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Previous articles in IPJ have described Domain Name System Security Extensions (DNSSEC), the security system for the Domain Name System (DNS). DNSSEC introduces security into the DNS through the use of cryptographic keys and digital signatures. Interest in DNSSEC has grown in recent months, as the Internet Corporation for Assigned Names and Numbers (ICANN) and VeriSign have undertaken a phased program to deploy DNSSEC across the root server system in the first half of 2010. In an article by four DNS practitioners, we will explore some side effects of DNSSEC, and examine what happens in two widely used DNS resolver implementations when DNS clients lag behind in synchronizing their local copy of trust keys with the master keys used by the zone administrators to sign their DNS data.
Several articles in IPJ have dealt with various concerns related to scaling of the Internet. In this issue, Paul Francis and Xiaohu Xu describe Virtual Aggregation, a new routing technology being developed by the GROW working group of the IETF to reduce the size of the Forwarding Information Base (FIB) held in memory by routers.
The Request For Comments (RFC) Series has been the main publication channel for Internet standards and related documents for more than 40 years. The RFC Editor function is in the process of being restructured and moved from its original home at the University of Southern California Information Sciences Institute (USC/ISI). Leslie Daigle describes the history and future of the RFC Editor mechanism.
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- Ole J. Jacobsen, Editor and Publisher
by George Michaelson, APNIC, Patrick Wallström, .SE, Roy Arends, Nominet, Geoff Huston, APNIC
As we are constantly reminded, the Internet can be a very hostile place, and public services are placed under constant pressure from a stream of probe traffic, attempting to exploit any one of numerous vulnerabilities that may be present at the server. In addition, there is the threat of Denial of Service (DoS) attacks, where a service is subjected to an abnormally high traffic load that attempts to saturate and take it down. This story starts with the detection of a possible hostile DoS attack on Domain Name System (DNS) servers, and narrates the investigation as to the cause of the incident, and the wider implications of what was found in this investigation. (more…)
by Paul Francis, Max Planck Institute for Software Systems, and Xiaohu Xu, Huawei Technologies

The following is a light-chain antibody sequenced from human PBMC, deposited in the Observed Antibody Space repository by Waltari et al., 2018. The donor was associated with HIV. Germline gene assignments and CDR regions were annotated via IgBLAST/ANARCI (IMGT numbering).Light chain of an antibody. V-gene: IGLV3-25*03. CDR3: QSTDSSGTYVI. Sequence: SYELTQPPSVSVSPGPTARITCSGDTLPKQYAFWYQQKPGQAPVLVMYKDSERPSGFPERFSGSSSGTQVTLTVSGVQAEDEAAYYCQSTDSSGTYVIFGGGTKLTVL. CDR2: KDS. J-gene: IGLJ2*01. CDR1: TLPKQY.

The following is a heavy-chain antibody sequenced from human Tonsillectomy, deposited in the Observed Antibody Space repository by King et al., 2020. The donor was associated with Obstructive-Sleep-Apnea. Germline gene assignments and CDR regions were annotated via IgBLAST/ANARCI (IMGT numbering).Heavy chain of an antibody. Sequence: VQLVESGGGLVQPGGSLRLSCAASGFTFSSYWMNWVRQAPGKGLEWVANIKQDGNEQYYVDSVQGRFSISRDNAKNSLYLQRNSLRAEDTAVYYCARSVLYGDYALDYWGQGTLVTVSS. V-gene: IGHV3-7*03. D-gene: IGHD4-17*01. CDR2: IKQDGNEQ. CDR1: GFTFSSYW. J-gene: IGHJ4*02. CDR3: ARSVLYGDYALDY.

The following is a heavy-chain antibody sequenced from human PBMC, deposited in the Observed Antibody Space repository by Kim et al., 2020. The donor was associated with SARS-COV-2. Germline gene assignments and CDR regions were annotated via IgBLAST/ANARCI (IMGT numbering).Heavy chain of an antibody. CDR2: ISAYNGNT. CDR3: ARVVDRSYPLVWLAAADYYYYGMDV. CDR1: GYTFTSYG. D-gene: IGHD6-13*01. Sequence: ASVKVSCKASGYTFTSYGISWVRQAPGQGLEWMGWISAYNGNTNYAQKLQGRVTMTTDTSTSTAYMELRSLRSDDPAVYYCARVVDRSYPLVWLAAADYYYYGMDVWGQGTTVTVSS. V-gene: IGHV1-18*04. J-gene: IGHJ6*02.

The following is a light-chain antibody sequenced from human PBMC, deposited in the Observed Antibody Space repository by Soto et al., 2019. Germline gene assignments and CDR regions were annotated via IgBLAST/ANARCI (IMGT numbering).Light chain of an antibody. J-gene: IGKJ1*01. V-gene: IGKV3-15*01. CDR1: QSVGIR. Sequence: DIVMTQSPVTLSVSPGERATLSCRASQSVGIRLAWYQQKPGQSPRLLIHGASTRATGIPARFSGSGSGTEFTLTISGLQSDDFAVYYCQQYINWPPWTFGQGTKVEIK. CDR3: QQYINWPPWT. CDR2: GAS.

Biologists believe that human life is limited by the number of times cells can replicate; noncancerous cells have a kind of internal counter that prevents them from replicating forever. Even if humans are kept healthy in every respect, they will eventually die simply because their cells will cease to replicate. Internet routers also have a finite lifetime. They are built with a fixed amount of hardware memory for storing the forwarding table (the memory structure that tells the router where to forward any IP packet, also called the Forwarding Information Base [FIB]). As the Internet global routing table grows, it eventually overflows the FIB, and the router ceases to be able to hold the full routing table. Even if the router is healthy in every respect (all of its hardware components still operate), it can no longer function as a router in the Internet Default-Free Zone (DFZ), where no default routes can be used.
In the past, router vendors have been reasonably good at predicting how long FIBs will last because the growth of the global DFZ routing table has stayed fairly predictable. As a result, Internet Service Providers (ISPs) can plan their capital budgets, and where necessary use a set of tricks (discussed in the next section) to squeeze additional life out of routers even after their “FIB death.” But there are two problems. (more…)
by Leslie Daigle, ISOC
In April 2009, the Request For Comments (RFC) Editor published RFC 5540, “40 Years of RFCs,” which summarized the publication history of the RFC Series. The series has been the technical publication series for Internet technology since long before there was an Internet Engineering Task Force (IETF). Although the RFC Series is the publication vehicle for the IETF, it has been, and remains, scoped more broadly than that (refer to RFC 4844, “The RFC Series and RFC Editor”).The RFC Series is the archival series dedicated to documenting Internet technical specifications, including general contributions from the Internet research and engineering community as well as standards documents.